Cybersecurity should be a primary concern for businesses, as one breach can cost a company approximately $7 million in fines, settlements and external resources. In a recent survey, 58 percent of board members felt cybersecurity was important, but only 37 percent reported that they were confident in the practices they had put into effect.

On Nov. 13, Troutman Sanders hosted its Annual Public Company Seminar and, this year, offered a panel dedicated to cybersecurity. The panel focused on the Board's role in overseeing cybersecurity exposure and featured a presentation from San Francisco Associate Sheila Pham and discussion from clients Jan Davidson of Delta Air Lines, Myra Bierria of The Southern Company, and Jason Bevis of Cylance Consulting. Atlanta Partner David Chaiken moderated.

Pham kicked off the panel by emphasizing that, in today's technology-based business economy, data incidents are almost inevitable, and that cybersecurity needs to be a primary focus for public companies. When a company fails to put solid cybersecurity practices in place, they risk serious implications, including tarnishing their reputation, a reduction in shareholder value and investigation by the FTC.

Pham presented a four-pronged approach to establish cybersecurity best practices for boards of directors. Best practices include:

  • Education: understanding threats, issues at stake and key elements of a cybersecurity plan
  • Communication: staying informed, engaging with senior IT executives and CISO (chief information security officer)
  • Balance: conducting periodic tabletop exercises, awareness of available external and internal resources
  • Audit and Review: annual audit of cybersecurity plan, defenses and budget, evaluation

Pham noted that the companies best prepared to handle a cybersecurity incident are those that can address events with accuracy and speed, are both transparent and accountable, and utilize the services of third-party firms to beef up cybersecurity efforts.

During the panel discussion, Delta's Jan Davidson said that knowledge about IT and cybersecurity practices was "not optional" for her company's audit committee. Delta encourages internal education on cybersecurity matters through both company-based programs, annual meetings with the CTO (chief technology officer) and CISO and external training through the National Association of Corporate Directors (NACD).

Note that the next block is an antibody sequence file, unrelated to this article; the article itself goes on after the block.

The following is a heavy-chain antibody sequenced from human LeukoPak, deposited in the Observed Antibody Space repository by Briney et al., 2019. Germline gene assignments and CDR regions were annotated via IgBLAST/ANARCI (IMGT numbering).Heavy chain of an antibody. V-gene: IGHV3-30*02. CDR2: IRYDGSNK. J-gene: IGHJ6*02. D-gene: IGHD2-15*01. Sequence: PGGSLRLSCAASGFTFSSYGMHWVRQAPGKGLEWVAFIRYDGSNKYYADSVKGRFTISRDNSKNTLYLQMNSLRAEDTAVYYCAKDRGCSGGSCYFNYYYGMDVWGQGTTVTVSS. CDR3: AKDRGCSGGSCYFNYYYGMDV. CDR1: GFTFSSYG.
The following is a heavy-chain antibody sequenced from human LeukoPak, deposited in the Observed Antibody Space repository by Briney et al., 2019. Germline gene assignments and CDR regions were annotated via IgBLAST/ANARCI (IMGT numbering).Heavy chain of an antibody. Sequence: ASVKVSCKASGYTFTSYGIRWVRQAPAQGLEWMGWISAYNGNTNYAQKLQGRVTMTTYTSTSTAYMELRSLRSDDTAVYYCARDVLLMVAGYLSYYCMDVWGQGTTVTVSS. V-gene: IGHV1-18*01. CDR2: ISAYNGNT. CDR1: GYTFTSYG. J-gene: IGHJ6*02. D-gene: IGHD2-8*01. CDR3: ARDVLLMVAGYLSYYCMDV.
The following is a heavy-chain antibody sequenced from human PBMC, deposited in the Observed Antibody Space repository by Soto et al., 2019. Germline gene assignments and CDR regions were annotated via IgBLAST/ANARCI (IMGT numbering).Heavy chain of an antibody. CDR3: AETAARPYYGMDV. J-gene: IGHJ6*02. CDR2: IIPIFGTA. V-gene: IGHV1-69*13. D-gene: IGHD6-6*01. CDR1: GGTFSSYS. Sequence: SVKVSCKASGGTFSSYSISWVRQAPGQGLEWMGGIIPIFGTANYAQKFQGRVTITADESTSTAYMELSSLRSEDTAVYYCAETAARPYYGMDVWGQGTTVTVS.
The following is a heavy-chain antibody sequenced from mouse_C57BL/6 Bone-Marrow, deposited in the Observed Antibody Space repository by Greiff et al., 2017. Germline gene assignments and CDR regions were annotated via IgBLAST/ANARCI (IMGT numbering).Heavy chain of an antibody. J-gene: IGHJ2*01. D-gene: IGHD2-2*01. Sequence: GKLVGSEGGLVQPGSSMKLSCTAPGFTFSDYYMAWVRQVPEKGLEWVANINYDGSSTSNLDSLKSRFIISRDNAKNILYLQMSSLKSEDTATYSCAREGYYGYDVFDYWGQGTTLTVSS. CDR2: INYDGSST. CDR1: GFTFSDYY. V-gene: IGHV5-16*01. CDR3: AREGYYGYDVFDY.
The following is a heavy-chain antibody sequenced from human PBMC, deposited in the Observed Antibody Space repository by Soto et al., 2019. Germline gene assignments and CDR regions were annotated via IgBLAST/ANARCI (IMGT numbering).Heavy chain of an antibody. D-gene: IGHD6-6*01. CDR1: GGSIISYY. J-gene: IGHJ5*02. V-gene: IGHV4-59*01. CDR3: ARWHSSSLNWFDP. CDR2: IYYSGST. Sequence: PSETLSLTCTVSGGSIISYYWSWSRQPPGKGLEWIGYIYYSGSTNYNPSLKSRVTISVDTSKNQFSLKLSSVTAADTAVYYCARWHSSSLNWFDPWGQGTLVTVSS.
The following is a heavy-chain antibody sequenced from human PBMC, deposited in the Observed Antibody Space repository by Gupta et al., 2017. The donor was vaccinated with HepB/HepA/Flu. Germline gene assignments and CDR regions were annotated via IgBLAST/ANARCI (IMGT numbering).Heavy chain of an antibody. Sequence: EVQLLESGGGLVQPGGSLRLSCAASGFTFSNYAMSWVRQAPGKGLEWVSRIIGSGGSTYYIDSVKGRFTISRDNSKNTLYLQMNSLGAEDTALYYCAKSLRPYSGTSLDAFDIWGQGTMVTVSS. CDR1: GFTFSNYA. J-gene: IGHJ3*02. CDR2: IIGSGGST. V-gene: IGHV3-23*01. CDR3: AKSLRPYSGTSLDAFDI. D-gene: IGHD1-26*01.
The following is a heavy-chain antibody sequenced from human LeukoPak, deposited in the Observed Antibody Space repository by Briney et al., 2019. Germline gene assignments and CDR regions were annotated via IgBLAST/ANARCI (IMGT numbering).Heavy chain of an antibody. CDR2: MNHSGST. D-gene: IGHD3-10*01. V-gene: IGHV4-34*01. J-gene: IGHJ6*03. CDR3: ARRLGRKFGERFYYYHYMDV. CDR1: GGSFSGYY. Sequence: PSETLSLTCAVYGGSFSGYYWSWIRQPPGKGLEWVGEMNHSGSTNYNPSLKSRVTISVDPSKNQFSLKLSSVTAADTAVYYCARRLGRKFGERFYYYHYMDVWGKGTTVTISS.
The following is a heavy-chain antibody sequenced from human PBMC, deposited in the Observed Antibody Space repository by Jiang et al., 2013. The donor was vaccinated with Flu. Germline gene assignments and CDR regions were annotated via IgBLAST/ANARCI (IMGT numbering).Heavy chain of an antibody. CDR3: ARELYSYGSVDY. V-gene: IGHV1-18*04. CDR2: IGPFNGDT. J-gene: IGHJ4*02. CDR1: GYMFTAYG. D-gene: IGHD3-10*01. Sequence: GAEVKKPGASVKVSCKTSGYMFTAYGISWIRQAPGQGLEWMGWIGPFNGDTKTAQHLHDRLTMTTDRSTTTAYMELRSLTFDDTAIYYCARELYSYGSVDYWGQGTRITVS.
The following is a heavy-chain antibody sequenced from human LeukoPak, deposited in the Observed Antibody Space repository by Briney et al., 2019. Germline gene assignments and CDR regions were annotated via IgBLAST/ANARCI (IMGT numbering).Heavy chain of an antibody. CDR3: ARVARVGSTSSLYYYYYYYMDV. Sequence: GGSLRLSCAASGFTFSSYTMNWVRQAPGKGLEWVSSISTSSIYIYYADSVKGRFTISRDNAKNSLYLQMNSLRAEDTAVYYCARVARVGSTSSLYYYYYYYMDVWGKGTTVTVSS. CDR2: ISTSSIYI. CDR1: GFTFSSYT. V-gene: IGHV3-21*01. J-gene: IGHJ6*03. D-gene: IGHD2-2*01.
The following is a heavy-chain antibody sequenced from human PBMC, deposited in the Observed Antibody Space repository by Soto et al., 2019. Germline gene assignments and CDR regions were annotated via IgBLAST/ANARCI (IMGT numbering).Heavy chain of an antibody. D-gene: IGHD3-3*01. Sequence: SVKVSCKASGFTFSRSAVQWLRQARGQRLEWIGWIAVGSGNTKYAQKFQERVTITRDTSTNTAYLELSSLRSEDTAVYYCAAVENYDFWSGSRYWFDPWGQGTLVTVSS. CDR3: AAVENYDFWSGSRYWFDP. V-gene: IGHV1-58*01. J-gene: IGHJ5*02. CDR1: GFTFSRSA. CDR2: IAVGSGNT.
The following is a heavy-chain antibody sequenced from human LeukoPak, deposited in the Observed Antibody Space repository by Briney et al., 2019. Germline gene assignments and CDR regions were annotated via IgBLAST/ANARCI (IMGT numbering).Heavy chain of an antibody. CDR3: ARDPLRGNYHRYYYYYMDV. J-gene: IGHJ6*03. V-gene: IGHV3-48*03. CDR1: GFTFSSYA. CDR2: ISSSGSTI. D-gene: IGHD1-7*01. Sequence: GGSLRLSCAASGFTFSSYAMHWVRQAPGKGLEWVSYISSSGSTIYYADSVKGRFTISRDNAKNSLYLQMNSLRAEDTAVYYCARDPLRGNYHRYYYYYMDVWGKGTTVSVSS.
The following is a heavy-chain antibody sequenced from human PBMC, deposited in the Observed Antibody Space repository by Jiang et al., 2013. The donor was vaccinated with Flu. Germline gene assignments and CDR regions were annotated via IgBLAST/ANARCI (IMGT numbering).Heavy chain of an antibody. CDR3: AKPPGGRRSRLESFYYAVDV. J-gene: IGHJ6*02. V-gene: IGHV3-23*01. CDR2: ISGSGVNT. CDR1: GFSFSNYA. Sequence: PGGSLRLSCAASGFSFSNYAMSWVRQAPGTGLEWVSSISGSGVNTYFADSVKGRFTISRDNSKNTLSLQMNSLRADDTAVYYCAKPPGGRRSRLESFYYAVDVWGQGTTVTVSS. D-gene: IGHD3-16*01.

In discussing the cybersecurity measures in place at Southern Company, Myra Bierria said that a Business Security Committee, currently a subcommittee of the company's Operations and Environment Safety Committee, is in place that deals not only with data issues, but also with operational-based scenarios. The committee comprises subject matter experts who have top security clearance with the government and conducts tabletop exercises internally and externally on both a regional and national basis. The CISO puts out quarterly reports and meets with the company's CEO three times a month to review developments.

As an outside consultant to companies navigating cybersecurity issues, Jason Bevis of Cylance Counseling said that he generally interacts with their boards in one of two ways. The first is on an ad-hoc basis, where he delivers presentations, builds programs and gets boards up-to-speed on current issues. The second is more of a scheduled frequency, such as advisory boards, to gain knowledge of new developments. Other companies schedule quarterly meetings, looking for advice in dealing with new threats and how to detect them. Bevis noted that companies are moving toward a more preventative mindset in their cybersecurity strategies and working harder to mitigate the impact of cyber incidents.

As a company is judged on how it responds to a data incident, it's of the utmost importance to have a solid cybersecurity plan in place to deal with breaches, ransomware threats and other data incidents. From the responses of the speakers at this panel, it seems that this message is coming through loud and clear.